Lionel Messi missed a penalty but produced an otherwise outstanding display as Argentina triumphed over Poland, while Didier Deschamps' team selection left the France boss under scrutiny; the Sky Sports writers reflect on Wednesday's action
Thursday 1 December 2022 12:47, UK
There was no goal for Lionel Messi against Poland. That despite a total of seven shots, one of which was a penalty brilliantly saved by Wojciech Szczesny. But this was a performance to suggest he may yet be destined to carry Argentina to the biggest prize of them all.
The 35-year-old, fresh from scoring the sensational long-range strike which helped Lionel Scaloni's side overcome Mexico in their last game, produced his best display yet at the tournament, the missed spot kick a blot that ultimately did not matter.
That was largely because of everything else he did.
The records will show Messi had no hand in the goals, with Enzo Fernandez and Nahuel Molina the men to claim the assists for Alexis Mac Allister and Julian Alvarez. But even if the last pass wasn't always his, Messi was involved at some point in almost every attack.
He had struggled to exert his usual influence against Saudi Arabia and Mexico but not this time. Messi had 98 touches, around 50 per cent more than in either of Argentina's previous games, and that total included 13 in the Poland box.
It was further back, though, in between the lines, that Messi produced most of his best work, putting on a masterclass in distribution as Poland's discombobulated defenders found themselves completely unable to keep up with him.
Some of his passes were sublime and, in addition to his seven shots, the statistics showed he was directly responsible for creating five scoring chances - two more than anyone else on the pitch.
There were even five dribbles - more than twice as many as any other player on either side. At times, the feints, shimmies and sudden bursts of acceleration harked back to his glorious peak.
The question now is whether, at 35, the climax of his extraordinary career is still to come. This Argentina side are flawed in many ways. But they also have Messi. With him in this kind of mood, fuelled by an irresistible sense of destiny, they are serious contenders.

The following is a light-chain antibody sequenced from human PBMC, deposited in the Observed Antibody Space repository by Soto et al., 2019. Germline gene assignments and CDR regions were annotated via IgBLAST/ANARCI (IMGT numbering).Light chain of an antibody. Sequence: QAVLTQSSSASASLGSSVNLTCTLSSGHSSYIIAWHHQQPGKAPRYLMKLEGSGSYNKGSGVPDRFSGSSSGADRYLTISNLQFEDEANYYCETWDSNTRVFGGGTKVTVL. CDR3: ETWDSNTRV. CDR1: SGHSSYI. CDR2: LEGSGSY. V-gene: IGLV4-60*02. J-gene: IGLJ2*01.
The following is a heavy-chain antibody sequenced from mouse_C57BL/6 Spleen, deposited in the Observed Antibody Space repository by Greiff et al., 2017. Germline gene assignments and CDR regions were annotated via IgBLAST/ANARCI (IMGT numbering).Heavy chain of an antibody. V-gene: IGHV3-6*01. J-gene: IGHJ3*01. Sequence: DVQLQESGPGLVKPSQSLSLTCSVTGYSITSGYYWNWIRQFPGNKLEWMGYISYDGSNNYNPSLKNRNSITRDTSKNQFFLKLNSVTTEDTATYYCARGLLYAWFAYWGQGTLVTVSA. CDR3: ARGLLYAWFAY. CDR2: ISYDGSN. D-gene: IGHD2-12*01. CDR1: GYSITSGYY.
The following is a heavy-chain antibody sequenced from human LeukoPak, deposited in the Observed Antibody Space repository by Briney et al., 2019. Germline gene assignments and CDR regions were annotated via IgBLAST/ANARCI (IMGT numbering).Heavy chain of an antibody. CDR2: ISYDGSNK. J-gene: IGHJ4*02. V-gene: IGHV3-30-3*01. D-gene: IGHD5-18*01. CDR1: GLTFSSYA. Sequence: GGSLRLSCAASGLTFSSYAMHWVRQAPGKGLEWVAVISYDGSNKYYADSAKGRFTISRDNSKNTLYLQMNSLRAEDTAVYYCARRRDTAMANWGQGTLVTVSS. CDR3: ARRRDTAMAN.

Winning your first two group games in a major tournament can actually cause more headaches than people realise.
Didier Deschamps found that out against Tunisia. Do you keep on rolling by playing the same players that got you into such a dominant position or rest the legs of your star men? You can of course do a bit of both. That is usually how managers approach such a situation.
Yet, Deschamps took a sledgehammer to his team, making nine changes with the hope of his fringe players sending him a message much like the way Marcus Rashford and Phil Foden did for England on Tuesday evening. Well, France did the opposite. They froze which resulted in a lethargic and wholly imbalanced performance that didn't come to life until Kylian Mbappe arrived on the scene with 25 minutes to go.
France are fancied to go very close in this tournament but if you look at their key rivals Brazil and England, both those teams have benches with the X-factor. France, on this showing, are going to have to rely on a key core of four or five players in order to double up in this World Cup.
The margins could not have been finer. It came down to one Saudi Arabia goal in the end, but Poland and Mexico fans alike were hastily googling yellow cards for a 20-minute spell in the final games of Group C.
Although it ended up being a happy evening for Poland in one respect, in many others it was incredibly worrying.
They had just under 27 per cent of possession against Argentina and no shots on target. Poland only registered four shots overall and just one corner, showing how little they ventured into the opposition half.
In their opener against Mexico, they failed to find the net. However, against Saudi Arabia, they had just nine shots, but scored twice. The Middle East nation racked up 16 shots, but were kept at bay by a Poland defence that did not concede until they faced Argentina.
In fact, it has been goalkeeper Wojciech Szczesny who has driven them to a last-gasp last-16 spot. His save from Lionel Messi's spot kick - which shouldn't have been a penalty to begin with - epitomised the form he is in.
But Wednesday's game drastically exposed Poland's lack of attacking bite with no service to one of the world's best forwards in Robert Lewandowski. While Szczesny was superb in goal, Poland gave the ball away far too cheaply and too often, overran by an Argentina side who knew what their goal was and where it was, for that matter.
Poland face France in their last-16 match on Sunday and nothing the World Cup holders have seen so far will worry them. Didier Deschamps was afforded the luxury of rotating his squad against Tunisia earlier on Wednesday, giving his starting players a vital extra rest ahead of the knockout rounds.